By Shaykh Dr. Ḥasan al-Shāfi‘ī | Translated and introduced by Sohaib Saeed Al-Azhari
After looking at examples distributed in various parts of the world, we can summarize the key points of this movement’s discourse while noting that its members vary in the extent to which they adopt some of these points:
- Historicism concerning religious texts including the Qur’an, subjecting them to historical context which could lead to abrogation and replacement or reduction to purely ethical values. Indeed, casting doubt on the authenticity and perfection of the Qur’anic text.
- Biased analysis that turns a blind eye to: the nature of Arabic texts and Arabic linguistic rules, usages and idioms; the significance of the Qur’an declaring its “Arabic” nature; and the conclusions of contemporary phonological studies, particularly semantics, concerning interpretation.
- Under-qualification, to various extents, for the job of interpretation. Approaching the Qur’anic text with preconceived notions born of a methodology that materialized and thrived in a different culture for reasons that may not exist in the Islamic environment.
- Denigrating the Islamic sciences that were compiled and developed in service of religious texts – to verify, understand, and derive rulings from them – with the claim that these represent regressive traditionalism from which we need a decisive break. This, despite the fact that it is these sciences – along with literary, phonological and rhetorical studies – that can form an authentic “hermeneutics”. In other words, they can be taken as a suitable methodology for interpreting Arabic texts scientifically, objectively, and according to set rules.
Towards an Arabic Hermeneutics
I believe that we are now in need of constructing a theory or a complete intellectual structure for interacting with Arabic religious texts – including the Qur’an and Sunnah – and interpreting them in a way that accords with its nature and respects its unique characteristics.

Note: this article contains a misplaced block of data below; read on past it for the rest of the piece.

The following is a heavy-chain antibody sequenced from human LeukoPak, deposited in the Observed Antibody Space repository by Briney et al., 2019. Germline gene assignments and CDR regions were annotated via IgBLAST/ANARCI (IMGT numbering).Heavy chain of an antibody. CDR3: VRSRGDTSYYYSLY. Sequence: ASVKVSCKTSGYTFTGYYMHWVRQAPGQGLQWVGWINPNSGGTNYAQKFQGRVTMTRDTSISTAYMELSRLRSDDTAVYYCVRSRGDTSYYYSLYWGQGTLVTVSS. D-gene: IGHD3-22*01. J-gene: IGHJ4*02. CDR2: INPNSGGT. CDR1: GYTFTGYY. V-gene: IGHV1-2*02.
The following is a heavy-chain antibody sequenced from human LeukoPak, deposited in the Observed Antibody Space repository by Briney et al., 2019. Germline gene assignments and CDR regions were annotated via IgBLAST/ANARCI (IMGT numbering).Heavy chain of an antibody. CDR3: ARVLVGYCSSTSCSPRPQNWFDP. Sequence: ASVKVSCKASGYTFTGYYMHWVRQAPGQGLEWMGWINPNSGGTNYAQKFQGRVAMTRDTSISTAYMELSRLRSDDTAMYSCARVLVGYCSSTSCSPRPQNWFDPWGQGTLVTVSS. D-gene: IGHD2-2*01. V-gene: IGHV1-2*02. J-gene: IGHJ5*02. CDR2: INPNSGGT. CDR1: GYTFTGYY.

We need not invent something new to match what others have produced: all that is required is to gather the elements of interaction with tradition and its scientific and cultural phenomena from our original sciences and our historical experience. In this way, those sciences will continue their service to this tradition and make it incumbent on whomever wishes to study, evaluate, and interpret the tradition to master the sciences, and, in addition, be trained in their implementation and how to carry out objective research within their scope.
The aptitude of the researcher is a basic prerequisite to any research activity. We saw how some people speak at length about things of which they have no knowledge, armed with nothing but unrestrained guesswork and embellishment, from among the most crucial issues of life and existence. The dangers of this phenomenon may not be obvious today; but as this “intellectual” output continues, the cultural environment will become polluted by its by-products until future generations are left unable to breathe clean air.
I wished to shed some light on the efforts of Uṣūl scholars in particular in confronting this powerful wave, and in developing and enriching the language. Phonological research, which had been unengaged with this dimension, has now begun to include it in the study of language and its sciences and methodologies. The means and tools are abundant, and all that remains is to apply careful consideration and thorough scrutiny.